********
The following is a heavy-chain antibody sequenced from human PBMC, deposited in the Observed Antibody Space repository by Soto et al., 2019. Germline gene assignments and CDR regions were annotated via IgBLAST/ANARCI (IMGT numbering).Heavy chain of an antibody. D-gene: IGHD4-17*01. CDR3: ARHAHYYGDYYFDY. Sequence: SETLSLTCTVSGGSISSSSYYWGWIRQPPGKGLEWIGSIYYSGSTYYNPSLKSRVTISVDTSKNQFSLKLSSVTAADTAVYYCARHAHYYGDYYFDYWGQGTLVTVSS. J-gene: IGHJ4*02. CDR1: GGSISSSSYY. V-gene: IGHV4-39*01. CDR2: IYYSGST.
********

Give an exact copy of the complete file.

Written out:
The following is a heavy-chain antibody sequenced from human PBMC, deposited in the Observed Antibody Space repository by Soto et al., 2019. Germline gene assignments and CDR regions were annotated via IgBLAST/ANARCI (IMGT numbering).Heavy chain of an antibody. D-gene: IGHD4-17*01. CDR3: ARHAHYYGDYYFDY. Sequence: SETLSLTCTVSGGSISSSSYYWGWIRQPPGKGLEWIGSIYYSGSTYYNPSLKSRVTISVDTSKNQFSLKLSSVTAADTAVYYCARHAHYYGDYYFDYWGQGTLVTVSS. J-gene: IGHJ4*02. CDR1: GGSISSSSYY. V-gene: IGHV4-39*01. CDR2: IYYSGST.